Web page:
The Wabash Heartland Innovation Network, a 10-county, tech-focused initiative supporting the agriculture and manufacturing industries, has released a study illustrating lagging broadband access in the region. The findings suggest residents would have saved $27 million if all unserved homes had access to the high-speed digital technology.
The WHIN was first announced in 2016 and it is backed by a nearly $40 million grant from Indianapolis-based Lilly Endowment Inc. Its goal is to tap into the region’s strengths to establish it as a globally-recognized hub for Internet-of-Things technology.
The study draws on Federal Communications Commission data from late-2016 and the 2012-2016 American Community Survey. It shows nearly 34,000 households in the 10-county region did not have access to broadband that met the qualifying threshold of 25 megabits per second download speed and three megabits per second upload speed.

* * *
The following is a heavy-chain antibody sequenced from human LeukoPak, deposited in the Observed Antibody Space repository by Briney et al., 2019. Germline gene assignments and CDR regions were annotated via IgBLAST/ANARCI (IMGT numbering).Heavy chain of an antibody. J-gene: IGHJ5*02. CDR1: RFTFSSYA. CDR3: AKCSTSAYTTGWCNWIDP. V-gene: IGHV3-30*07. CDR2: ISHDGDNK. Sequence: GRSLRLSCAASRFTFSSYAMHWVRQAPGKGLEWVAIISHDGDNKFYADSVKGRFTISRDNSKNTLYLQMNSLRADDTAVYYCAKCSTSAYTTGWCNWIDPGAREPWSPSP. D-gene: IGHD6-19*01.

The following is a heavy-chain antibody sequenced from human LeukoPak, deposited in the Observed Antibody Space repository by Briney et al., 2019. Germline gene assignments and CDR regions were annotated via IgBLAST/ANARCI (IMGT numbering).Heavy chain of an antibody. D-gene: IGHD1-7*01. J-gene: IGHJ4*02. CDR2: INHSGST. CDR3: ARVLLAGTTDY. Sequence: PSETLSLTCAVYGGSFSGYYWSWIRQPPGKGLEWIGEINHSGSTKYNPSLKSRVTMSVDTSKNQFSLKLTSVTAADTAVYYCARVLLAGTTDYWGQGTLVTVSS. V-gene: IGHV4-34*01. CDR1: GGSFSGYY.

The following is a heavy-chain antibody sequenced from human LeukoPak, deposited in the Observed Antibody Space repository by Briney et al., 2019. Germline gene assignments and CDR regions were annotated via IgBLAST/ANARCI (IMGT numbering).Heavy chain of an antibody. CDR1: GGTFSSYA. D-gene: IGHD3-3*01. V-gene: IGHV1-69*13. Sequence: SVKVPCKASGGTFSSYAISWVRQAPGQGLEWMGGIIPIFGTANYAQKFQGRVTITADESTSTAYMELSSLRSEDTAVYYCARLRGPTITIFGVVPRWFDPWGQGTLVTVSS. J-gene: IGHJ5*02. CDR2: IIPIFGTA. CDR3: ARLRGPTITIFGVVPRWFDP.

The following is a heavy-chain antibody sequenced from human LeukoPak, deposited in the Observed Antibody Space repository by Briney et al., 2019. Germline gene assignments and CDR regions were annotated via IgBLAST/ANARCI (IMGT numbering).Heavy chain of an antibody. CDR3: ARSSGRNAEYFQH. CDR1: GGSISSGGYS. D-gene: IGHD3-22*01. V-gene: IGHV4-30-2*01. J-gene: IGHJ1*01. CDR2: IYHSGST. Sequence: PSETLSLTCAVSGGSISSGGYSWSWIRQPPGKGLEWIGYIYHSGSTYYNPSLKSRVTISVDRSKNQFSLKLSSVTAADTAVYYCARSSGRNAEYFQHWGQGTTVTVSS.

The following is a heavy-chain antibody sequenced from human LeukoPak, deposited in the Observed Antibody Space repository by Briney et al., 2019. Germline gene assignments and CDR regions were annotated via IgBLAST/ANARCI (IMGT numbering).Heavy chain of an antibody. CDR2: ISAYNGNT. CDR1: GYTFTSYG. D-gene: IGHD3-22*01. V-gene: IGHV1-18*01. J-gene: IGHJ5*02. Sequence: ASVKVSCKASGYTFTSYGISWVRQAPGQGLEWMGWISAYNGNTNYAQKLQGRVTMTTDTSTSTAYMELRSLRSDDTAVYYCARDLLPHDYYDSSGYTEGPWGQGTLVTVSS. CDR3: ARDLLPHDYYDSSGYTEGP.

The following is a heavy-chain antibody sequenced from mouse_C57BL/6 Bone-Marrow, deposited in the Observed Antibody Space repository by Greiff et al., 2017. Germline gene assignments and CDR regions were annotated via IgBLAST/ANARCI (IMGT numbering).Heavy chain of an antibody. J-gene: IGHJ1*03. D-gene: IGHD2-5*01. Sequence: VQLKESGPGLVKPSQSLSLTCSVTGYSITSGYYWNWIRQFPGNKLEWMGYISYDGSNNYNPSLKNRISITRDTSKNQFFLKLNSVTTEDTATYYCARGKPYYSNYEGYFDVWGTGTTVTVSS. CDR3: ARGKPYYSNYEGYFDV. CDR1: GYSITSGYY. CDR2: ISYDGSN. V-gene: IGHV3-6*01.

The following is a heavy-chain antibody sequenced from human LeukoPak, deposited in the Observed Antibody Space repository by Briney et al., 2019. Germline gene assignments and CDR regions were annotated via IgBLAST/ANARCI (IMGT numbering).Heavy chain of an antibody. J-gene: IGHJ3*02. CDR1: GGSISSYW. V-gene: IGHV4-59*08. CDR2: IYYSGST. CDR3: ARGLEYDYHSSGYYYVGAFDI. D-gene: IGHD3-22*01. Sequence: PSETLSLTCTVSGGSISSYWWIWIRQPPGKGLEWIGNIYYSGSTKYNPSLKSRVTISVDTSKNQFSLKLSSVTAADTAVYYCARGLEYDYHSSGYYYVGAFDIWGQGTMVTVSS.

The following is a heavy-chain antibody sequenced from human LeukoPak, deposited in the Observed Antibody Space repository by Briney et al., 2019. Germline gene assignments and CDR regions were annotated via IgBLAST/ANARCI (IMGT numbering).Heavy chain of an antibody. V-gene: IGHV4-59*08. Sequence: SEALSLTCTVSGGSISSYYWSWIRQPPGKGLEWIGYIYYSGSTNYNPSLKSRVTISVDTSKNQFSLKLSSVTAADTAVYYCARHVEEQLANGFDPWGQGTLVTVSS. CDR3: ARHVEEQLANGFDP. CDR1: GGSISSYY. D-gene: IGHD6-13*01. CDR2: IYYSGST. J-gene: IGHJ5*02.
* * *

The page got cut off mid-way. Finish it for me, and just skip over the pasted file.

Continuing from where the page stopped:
Purdue University Center for Regional Development Roberto Gallardo led the report and said "while lack of density is an issue when building broadband, there are high density areas not served by residential 25/3. Clearly, other factors are at play, such as right-of-way fees or topological (detailed descriptions on a map of the natural and artificial features of an area) barriers limiting access to 25/3."
The study says low or no access to broadband affected each county differently, with costs totaling $5.12 million in Tippecanoe County, $4.42 million in Montgomery County, $3.31 million in Cass County, $3.01 million in Clinton County, $2.43 million in Benton County, $2.42 million in Carroll County, $1.99 million in Pulaski County, $1.77 million in Warren County, $1.40 million in Fountain County and $1.25 million in White County.
The findings, officials say, are designed to serve as a catalyst for broadband discussions and to help identify ways to address use and service gaps.
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